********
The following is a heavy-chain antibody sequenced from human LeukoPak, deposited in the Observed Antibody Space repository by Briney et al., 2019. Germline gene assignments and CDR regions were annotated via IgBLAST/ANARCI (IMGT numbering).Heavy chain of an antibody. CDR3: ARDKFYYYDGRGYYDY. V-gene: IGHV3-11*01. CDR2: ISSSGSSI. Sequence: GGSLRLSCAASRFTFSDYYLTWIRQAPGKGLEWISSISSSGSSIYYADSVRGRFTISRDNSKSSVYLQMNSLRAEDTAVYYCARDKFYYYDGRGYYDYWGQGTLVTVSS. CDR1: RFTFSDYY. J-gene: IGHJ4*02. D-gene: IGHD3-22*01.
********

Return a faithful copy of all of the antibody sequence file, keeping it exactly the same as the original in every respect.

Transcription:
The following is a heavy-chain antibody sequenced from human LeukoPak, deposited in the Observed Antibody Space repository by Briney et al., 2019. Germline gene assignments and CDR regions were annotated via IgBLAST/ANARCI (IMGT numbering).Heavy chain of an antibody. CDR3: ARDKFYYYDGRGYYDY. V-gene: IGHV3-11*01. CDR2: ISSSGSSI. Sequence: GGSLRLSCAASRFTFSDYYLTWIRQAPGKGLEWISSISSSGSSIYYADSVRGRFTISRDNSKSSVYLQMNSLRAEDTAVYYCARDKFYYYDGRGYYDYWGQGTLVTVSS. CDR1: RFTFSDYY. J-gene: IGHJ4*02. D-gene: IGHD3-22*01.